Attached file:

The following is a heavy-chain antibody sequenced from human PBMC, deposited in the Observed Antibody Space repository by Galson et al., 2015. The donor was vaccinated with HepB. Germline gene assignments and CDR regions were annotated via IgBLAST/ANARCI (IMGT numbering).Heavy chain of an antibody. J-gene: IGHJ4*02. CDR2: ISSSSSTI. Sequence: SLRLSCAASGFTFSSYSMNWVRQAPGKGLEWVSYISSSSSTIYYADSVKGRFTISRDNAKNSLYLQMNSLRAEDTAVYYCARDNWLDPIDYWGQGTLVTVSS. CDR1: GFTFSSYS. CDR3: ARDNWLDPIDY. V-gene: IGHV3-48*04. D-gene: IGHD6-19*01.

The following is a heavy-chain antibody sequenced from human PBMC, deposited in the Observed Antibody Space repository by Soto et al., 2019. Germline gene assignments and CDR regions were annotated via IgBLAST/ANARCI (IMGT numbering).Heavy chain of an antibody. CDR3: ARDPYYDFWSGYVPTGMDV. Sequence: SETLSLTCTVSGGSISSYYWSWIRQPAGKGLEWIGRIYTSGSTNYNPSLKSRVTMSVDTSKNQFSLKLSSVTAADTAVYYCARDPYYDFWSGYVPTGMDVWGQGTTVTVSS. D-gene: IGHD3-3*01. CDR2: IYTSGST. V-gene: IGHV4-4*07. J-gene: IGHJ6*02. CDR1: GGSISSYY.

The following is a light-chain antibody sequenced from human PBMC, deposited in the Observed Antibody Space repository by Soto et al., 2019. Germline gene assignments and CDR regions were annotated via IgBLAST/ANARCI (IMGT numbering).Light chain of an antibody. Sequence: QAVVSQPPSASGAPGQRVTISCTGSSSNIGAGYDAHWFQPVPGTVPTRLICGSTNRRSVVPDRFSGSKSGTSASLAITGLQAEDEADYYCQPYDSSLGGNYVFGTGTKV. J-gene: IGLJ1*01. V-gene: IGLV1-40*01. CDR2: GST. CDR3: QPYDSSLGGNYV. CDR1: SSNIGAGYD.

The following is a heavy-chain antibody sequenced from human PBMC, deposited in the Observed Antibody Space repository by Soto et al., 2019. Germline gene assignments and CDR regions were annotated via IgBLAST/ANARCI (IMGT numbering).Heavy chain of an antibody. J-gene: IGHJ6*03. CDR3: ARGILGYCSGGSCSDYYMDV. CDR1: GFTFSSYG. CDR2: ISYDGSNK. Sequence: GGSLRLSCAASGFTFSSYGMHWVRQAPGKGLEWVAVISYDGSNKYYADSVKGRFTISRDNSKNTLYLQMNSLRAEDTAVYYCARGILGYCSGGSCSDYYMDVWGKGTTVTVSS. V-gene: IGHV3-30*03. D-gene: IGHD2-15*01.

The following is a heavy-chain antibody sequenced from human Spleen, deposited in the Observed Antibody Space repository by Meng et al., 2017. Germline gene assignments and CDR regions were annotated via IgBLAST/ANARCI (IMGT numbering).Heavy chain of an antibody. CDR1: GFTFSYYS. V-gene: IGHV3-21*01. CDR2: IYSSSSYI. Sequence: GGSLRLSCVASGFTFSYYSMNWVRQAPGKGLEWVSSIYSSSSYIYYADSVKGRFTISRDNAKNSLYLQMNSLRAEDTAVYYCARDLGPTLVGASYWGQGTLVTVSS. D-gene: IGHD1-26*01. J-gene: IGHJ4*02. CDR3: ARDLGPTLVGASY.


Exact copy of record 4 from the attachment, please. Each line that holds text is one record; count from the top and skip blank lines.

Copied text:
The following is a heavy-chain antibody sequenced from human PBMC, deposited in the Observed Antibody Space repository by Soto et al., 2019. Germline gene assignments and CDR regions were annotated via IgBLAST/ANARCI (IMGT numbering).Heavy chain of an antibody. J-gene: IGHJ6*03. CDR3: ARGILGYCSGGSCSDYYMDV. CDR1: GFTFSSYG. CDR2: ISYDGSNK. Sequence: GGSLRLSCAASGFTFSSYGMHWVRQAPGKGLEWVAVISYDGSNKYYADSVKGRFTISRDNSKNTLYLQMNSLRAEDTAVYYCARGILGYCSGGSCSDYYMDVWGKGTTVTVSS. V-gene: IGHV3-30*03. D-gene: IGHD2-15*01.